Yes, the story is about a middle-school curriculum — in New York City, which won’t come as a shock to any enlightened redneck. Children will be better off if they remain blissfully ignorant of some of those topics for a lifetime, but they certainly don’t need to learn about them while still children.

(Read previous “Why We Home-School” lessons.)


Filed under: Culture and Government and Parenting and Why We Home-School
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Redneck Power Lines
Posted on 10.20.11 by Danny Glover @ 9:21 pm

Embarrassing as it is to admit, this snapshot is from my home town — Paden City, W.Va.

Talk about a high-voltage splint! The friend who posted this photo to Facebook said the power line has been in this state of dangerous disrepair for a month now.

I love my heritage. West Virginia is a beautiful state full of generous, kind and humble people. But when I see images like this, it’s hard to refute the hillbilly stereotype of the great Mountain State. Of course, that’s also part of our charm.


Filed under: Just For Laughs and Redneck Humor and West Virginia
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‘Must Be Able To Work Indecently’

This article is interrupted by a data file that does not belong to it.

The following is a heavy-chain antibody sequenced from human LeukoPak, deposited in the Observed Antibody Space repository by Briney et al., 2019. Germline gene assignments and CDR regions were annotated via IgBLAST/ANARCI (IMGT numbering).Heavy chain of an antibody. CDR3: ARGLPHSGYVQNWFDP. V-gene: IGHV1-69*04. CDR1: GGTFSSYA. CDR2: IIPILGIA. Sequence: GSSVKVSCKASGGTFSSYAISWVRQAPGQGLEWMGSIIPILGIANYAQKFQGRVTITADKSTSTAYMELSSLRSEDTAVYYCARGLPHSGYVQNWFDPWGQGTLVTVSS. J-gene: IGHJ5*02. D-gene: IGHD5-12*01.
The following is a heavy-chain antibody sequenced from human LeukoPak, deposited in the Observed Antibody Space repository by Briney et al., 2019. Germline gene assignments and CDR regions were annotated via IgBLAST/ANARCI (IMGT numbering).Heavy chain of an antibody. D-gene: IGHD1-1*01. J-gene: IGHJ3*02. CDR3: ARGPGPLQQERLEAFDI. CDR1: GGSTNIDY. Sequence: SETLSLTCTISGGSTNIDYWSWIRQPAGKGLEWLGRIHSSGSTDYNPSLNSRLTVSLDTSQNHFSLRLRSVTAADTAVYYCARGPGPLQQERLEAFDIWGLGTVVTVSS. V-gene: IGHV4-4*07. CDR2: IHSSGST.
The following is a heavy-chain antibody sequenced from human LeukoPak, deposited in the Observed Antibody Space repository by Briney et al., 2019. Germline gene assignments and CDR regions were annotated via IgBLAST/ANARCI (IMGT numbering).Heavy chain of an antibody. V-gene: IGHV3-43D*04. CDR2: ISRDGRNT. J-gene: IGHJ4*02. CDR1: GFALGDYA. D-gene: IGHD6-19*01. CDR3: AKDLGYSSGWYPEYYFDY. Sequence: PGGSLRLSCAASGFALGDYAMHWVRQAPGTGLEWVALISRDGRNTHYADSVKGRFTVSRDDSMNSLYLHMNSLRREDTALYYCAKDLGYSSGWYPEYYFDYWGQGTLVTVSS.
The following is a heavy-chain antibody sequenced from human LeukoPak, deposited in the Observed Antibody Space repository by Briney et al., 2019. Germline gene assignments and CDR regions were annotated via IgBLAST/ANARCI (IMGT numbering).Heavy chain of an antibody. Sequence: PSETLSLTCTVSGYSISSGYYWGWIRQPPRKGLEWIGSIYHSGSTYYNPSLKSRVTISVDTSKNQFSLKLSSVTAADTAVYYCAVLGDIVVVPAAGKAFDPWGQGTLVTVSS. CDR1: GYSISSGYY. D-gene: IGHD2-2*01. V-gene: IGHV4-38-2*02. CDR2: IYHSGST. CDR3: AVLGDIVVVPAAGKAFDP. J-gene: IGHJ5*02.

Posted on 10.19.11 by Danny Glover @ 1:14 pm

I know the economy is bad, but is it so bad that people would be willing to consider a job where one of the skills required is this:

Must be able to work indecently, with minimal direct supervision.

I can see why someone who is willing to work indecently wouldn’t want much direct supervision. The job also requires “overnight travel” and a willingness to “embrace diversity.”

One laughable error in word choice makes the ad sound like something from an adult publication, but it’s actually a listing for … a food-safety specialist in Northern Virginia/Maryland. No pole-dancing required.

My guess is that the ad meant to say the employee “must be able to work independently.” Instead, we see what happens when all of the copy editors are downsized.


Filed under: 1980s and Adoption and Books and Business and Grammar and Just For Laughs and Media
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Blocked By The American Family Association
Posted on 10.18.11 by Danny Glover @ 8:45 pm

This pitch for Facebook “likes” by the American Family Association is the worst social media appeal I have seen in a long time:

Begging for fans as a way to avoid investing financially in a community is an uninspiring call to action, and I said as much on AFA’s Facebook page earlier this evening. I have been a fan of the organization for years, and I found today’s appeal off-putting. “You can do better,” I admonished.